Gods at War by Oliver Thomson
Gods at War - The Trouble with the Bible
How many wars has it started?
Until a few hundred years ago to find fault with the Bible was a capital offence. As a divine creation the good book (or Good Book) was infallible and burning at the stake was a justifiable punishment for disputing both its facts and instructions. Even today, when numerous publishers bring out regular reprints of the Bible in different languages or slightly more modern versions of English, no literary critics emerge to dispute the contents, there are perhaps just few quibbles about tampering with the beauty of the prose.
So, the passages in the Bible, particularly in the Old Testament, that advocate holy war have over the centuries frequently supported the idea of wars, persecution and even genocide. Jehovah is regularly described as a Lord of Hosts, in other words leader of a large army on its way to war, while the heroic King David is congratulated on committing what we would classify as war crimes.
In more recent times biblical texts have justified the aggressive policies of successive Israeli politicians in snatching further land on the West Bank and insisting on keeping Jerusalem as an exclusive capital, backed by the large Jewish lobby in the United States and contributing to the long-lasting instability of the Middle East. Whilst anti-Semitism in the sense of racial discrimination is now seen as totally unacceptable it is nevertheless quite reasonable to criticise the flagrant aggression of right-wing Israeli governments and the massive arsenal of weapons which they have built up including nuclear.
Other examples of recent support by churches for aggressive war include the encouragement for Russia’s invasion of the Ukraine. Similarly, there have been wars encouraged by the two main sects of Islam and signs of new religious aggression in India.
Not only have the ideas of the Old Testament exacerbated the relationship between Jews, Christians, and Muslims, but disagreements over interpretation have regularly caused wars between and within nations. The condemnation of idolatry led to wars between those who liked ikons and those who loved them. In the New Testament the vaguely described concept of the Trinity (God the Father, God the Son, and God the Holy Ghost, a fudge dictated by the Emperor Constantine at Nicaea) led to a succession of wars between peoples who insisted that Jesus was really the son of God and others who insisted he was human.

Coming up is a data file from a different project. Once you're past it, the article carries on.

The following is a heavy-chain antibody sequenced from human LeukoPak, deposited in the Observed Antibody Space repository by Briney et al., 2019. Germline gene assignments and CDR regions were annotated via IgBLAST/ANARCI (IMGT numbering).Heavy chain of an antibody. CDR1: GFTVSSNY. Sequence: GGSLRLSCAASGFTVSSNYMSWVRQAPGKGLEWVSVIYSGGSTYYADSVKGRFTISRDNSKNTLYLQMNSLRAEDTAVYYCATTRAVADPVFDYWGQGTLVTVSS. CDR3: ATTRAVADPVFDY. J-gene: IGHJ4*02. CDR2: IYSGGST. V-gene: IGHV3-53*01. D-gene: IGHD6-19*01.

Then of course we have the succession of brutal wars for and against those who accepted the idea that St Peter was definitely the chosen successor of Jesus, therefore the first Pope and succeeded by a perpetual series of divinely ordained replacements The religious civil wars in France, the Netherlands, and Germany in the 16th/17th centuries cost an estimated 7 million lives. The Bible must share with the Koran the responsibility for justifying the Crusades and numerous other disastrous wars between Christians and Muslims not to mention numerous conquests of so-called heathens.
The Old Testament respect for war is natural enough since it narrated the conquest of the land of milk and honey from the evil Philistines by the chosen people. Similarly, the Bible is understandably archaic in assuming that all nations are monarchies, so that both God and Jesus are referred to as kings and we have ‘thy kingdom forever and ever’. People in democracies must find this hard to reconcile.
This leads to the next unsatisfactory concept so far as the present day is concerned. The statements that the world and its people are everlasting, an idea that now seems tactlessly incredible given global warming and the serious threats to human immortality from excess carbon dioxide.
This in turn leads to another unsatisfactory assumption reiterated in many biblical clichés, the idea of almightiness. In an age when it is quite evident that no acceptable god would perpetrate or tolerate natural disasters such as plagues, earthquakes or tsunamis, nor manipulate humans to create deliberate man-made disasters it has to be accepted that God is more of a toothless spirit who cannot really intervene to prevent humans from self-destruction, He/She simply does not have the physical power to overrule nature nor maintain adequate discipline over the human race. So, God or gods did not create the earth and none of them are almighty enough to save it from unruly comets or any other potential disasters natural or man-made.
Given the current struggles of Christianity it would make sense to cut down on reliance on the Bible, particularly those parts which are in denial about most modern sensibilities. Large sections of the New Testament still express the very best features and ambitions of the human race, so we do not want to throw out the baby with the bath water. Nor of course do we want to upset too may fundamentalists let alone provoke a new religious war.
Oliver Thomson's book Gods at War is available for purchase now.